In case of insufficient real security, so called covenants are used in company financing to compensate the risk of the bank in the lending. The use of covenants has been demonstrated to be more common in lending to SME-companies than to large companies, but the choice of covenants are effected by many factors i.e. the purpose of the loan and the capital structure of the borrower. To make lending possible when the security mass is deficient, covenants may provide a sufficient risk management mechanism, even though the banks’ first choice is real security. Corporate financing is increasingly based on cash flow thinking. Attention is paid to the borrower’s actual solvency and to the banks’ possibilities to assure protection against the risks that are included in the borrower’s business. The purpose of the covenants is to assure the borrower’s solvency, provide the bank with information of decreased solvency in sufficient time for the bank to be able to effectively intervene and finally to secure repayment, if the credit risk is realized.
Covenants are principally divided into three categories; restrictive covenants, financial covenants and information covenants. The restrictive covenants are traditionally oriented to preserve the borrower’s assets and the structure of ownership, when the information covenants aim to secure the banks’ access to the information needed to monitor that the borrowers is not in default. The financial covenants are a warning mechanism regarding the borrower’s financial position and are generally linked to financial ratios. For the covenants to be effective, they are linked to sanctions that generally provide the bank a right to terminate the facility agreement in case the borrower violates the covenants.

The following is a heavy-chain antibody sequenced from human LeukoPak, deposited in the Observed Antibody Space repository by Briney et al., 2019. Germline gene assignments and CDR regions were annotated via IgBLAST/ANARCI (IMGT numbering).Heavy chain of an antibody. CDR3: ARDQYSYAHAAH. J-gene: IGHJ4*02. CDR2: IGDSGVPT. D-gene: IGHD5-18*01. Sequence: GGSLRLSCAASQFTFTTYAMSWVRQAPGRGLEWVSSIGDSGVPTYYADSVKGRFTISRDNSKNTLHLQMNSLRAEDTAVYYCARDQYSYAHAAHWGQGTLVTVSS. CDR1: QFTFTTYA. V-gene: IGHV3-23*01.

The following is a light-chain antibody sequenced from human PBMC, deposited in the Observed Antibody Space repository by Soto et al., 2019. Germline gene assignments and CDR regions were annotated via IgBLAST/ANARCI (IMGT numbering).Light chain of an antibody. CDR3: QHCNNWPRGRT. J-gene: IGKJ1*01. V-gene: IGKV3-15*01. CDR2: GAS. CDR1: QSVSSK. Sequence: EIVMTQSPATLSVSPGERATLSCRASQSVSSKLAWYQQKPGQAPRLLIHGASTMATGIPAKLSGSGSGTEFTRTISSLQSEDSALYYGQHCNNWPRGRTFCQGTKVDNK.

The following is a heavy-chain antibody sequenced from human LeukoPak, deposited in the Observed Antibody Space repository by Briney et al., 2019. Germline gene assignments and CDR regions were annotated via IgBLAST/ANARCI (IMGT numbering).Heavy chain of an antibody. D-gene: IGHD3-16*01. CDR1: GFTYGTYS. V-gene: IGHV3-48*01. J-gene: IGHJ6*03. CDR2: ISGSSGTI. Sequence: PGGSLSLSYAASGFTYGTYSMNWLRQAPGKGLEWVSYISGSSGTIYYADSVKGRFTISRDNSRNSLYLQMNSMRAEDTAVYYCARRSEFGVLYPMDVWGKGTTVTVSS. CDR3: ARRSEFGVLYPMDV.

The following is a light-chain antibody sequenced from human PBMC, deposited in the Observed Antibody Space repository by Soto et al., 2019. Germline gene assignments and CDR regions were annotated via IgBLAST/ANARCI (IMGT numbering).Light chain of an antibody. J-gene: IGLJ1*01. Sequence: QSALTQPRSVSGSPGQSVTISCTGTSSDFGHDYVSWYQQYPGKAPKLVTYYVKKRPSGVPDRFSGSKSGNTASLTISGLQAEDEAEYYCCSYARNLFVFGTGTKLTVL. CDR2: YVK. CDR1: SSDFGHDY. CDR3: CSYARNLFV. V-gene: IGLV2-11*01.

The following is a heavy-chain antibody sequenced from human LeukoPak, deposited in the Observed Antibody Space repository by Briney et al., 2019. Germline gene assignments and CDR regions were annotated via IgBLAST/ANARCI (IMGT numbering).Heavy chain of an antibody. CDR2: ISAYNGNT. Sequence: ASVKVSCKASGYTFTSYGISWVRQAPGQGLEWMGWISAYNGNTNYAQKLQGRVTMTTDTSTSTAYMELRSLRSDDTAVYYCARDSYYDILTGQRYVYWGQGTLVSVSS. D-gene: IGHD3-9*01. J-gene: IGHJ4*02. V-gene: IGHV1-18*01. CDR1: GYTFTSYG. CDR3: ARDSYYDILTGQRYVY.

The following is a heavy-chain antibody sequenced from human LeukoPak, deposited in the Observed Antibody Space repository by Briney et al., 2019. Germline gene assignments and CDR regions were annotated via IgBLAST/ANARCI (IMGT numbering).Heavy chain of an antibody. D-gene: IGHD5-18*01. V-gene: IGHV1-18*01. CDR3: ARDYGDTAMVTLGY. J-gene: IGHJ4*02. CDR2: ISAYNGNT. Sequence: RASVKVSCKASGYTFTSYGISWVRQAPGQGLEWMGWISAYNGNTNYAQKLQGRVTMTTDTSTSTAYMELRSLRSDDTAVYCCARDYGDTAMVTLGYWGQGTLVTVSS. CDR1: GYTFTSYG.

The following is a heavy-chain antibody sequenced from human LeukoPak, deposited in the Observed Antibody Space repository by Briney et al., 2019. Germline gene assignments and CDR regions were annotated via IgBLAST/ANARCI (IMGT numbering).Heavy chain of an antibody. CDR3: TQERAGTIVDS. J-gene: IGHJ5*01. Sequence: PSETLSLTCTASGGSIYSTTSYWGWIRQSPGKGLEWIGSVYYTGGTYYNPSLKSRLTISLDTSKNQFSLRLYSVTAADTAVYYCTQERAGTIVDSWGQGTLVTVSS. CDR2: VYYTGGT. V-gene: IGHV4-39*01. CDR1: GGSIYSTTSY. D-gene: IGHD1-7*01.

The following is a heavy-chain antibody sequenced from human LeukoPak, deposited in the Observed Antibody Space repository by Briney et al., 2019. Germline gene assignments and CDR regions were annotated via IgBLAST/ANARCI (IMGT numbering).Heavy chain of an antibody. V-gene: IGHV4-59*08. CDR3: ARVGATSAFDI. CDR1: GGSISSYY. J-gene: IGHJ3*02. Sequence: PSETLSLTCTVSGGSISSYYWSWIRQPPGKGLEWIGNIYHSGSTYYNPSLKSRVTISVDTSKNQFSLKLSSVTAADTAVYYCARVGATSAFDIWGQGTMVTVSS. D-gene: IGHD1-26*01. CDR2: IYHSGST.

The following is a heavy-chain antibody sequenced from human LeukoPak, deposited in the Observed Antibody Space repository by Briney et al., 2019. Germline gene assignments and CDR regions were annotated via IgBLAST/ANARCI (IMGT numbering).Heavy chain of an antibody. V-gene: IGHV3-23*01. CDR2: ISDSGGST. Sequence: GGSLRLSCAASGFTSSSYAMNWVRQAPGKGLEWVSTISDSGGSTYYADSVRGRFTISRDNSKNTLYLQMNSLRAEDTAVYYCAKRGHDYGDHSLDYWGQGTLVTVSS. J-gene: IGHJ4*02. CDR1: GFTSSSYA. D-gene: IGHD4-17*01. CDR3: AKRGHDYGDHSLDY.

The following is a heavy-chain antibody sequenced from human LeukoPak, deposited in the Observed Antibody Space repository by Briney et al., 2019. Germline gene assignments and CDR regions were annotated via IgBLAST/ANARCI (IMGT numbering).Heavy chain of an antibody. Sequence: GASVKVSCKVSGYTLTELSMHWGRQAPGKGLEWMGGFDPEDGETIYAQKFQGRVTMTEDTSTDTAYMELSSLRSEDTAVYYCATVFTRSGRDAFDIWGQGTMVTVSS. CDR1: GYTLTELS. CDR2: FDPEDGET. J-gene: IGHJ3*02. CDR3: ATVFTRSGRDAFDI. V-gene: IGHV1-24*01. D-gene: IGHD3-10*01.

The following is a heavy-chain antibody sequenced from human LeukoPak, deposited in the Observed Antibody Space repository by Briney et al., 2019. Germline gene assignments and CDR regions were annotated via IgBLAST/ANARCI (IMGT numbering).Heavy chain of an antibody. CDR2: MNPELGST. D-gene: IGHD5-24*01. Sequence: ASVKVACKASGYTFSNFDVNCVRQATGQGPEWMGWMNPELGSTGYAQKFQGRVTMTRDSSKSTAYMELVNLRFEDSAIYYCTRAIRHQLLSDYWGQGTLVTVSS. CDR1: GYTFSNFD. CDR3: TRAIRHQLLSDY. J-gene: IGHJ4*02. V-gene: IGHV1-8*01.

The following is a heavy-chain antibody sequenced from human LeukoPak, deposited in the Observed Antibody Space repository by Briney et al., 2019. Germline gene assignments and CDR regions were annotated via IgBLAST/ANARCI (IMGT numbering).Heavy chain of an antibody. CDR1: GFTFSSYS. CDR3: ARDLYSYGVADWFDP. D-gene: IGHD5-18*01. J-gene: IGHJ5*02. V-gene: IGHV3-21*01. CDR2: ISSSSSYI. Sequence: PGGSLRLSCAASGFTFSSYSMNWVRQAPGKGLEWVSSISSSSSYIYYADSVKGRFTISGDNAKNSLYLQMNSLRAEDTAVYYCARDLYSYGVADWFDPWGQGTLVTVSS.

In the ongoing financial crisis, the financial covenants will fall above all when the business prerequisites are restricted and the business income decreases. Suppose that the borrower’s financial position and liquidity is greatly degraded and the bank utilizes its termination right, with the result that the credit becomes payable in full. The repayment may risk putting the borrower in insolvency and pushing it towards bankruptcy. What protection do the bank have in this situation against the risk that the payment, which itself is based on an earlier negotiated contract, is recovered in the case the borrower is declared bankrupt? The answer is – actually no particular protection at all.